“What we’re hoping for is that every physician has these tools and can direct the patient by telling them, ‘here’s the base of your treatment, and we’re going to help you focus on becoming a healthier person with these are four buckets that you can work on over time to treat your pain,’” explains Dr. Dews. “By having this as a one-liner along with supportive information, it is more approachable for the physician to convey that information, it’s more approachable for the patients to act on it and incorporate it into their treatment.”


The four pillars include focusing on improving sleep, exercise, diet and stress management. These pillars are all related to wellness, so Dr. Dews notes that improving one pillar will have a positive effect on the others. For example, if a patient increases his or her activity level and exercise, that can help decrease pain, relieve stress, and improve sleep quality.

Dr. Welches notes that while the pillars are complementary, patients are not expected to focus on improving all of them at once. “Focusing on all four is overwhelming,” he says. “When I tell patients about the pillars, I just tell them very simply these are the four things you want to think about over time, and just pick one to work on. Through my conversation with the patient, I’m usually able to pick up on what area is more challenging for that particular patient, because the patients are going to tell you. In my practice, a common problem is diet. I usually start by admitting that this is a challenge for myself and that diet is a big goal. I describe my own approach to this: divide and conquer. I describe the diet we promote (anti-inflammatory diet). I again use the notion that we can break down the goal into steps. For example, you can begin with eating more fish and less red meat.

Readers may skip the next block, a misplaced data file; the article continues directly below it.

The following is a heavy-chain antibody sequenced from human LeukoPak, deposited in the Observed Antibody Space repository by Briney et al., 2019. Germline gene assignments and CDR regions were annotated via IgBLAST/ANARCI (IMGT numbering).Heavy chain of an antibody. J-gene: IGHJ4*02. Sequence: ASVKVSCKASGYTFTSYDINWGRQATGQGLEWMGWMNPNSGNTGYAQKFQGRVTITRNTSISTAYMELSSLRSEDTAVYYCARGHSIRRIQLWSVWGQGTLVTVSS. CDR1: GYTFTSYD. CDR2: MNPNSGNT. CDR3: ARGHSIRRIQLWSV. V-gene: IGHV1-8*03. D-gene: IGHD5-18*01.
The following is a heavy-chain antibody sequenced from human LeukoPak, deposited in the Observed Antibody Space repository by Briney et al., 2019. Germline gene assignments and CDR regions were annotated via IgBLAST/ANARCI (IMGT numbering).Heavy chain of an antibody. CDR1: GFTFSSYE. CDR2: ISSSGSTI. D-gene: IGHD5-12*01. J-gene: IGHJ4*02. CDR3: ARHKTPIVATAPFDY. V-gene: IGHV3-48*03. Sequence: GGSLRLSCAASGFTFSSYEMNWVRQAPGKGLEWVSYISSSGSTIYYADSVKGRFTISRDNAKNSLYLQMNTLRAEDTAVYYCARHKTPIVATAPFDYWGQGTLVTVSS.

The program also takes a multi-disciplinary approach and relies on referrals to sleep-specialists, nutritionists, mental-health professionals and others. This is why having everyone on the same page in regard to wellness and the program is so vital. If the primary care physician talks about the importance about wellness, but the referred physician doesn’t take that approach, then the primary care physician’s message isn’t as strong and the referred physician’s treatment isn’t as effective.


“This project isn’t doing anything groundbreaking,” says Dr. Dews. “The innovation here is simply recognizing how difficult it is to have conversations about wellness with patients, figuring out ways to make the conversation easier and more consistent and then incorporating that into our care. What I think we will find is that the things that we’re talking about are applicable across almost every medical specialty and sub-specialty. As we prove our concept, what I would love to see is that eventually, someone can go into their primary care doctor and their primary care doctor could say ‘You’re here to see me for this. These are some other things that we want to make sure that you keep in mind as you’re taking care of yourself. Here’s some information that you can go to in order to get more information about these things.’ These are evidence-based steps, and they are the basis for health promotion.”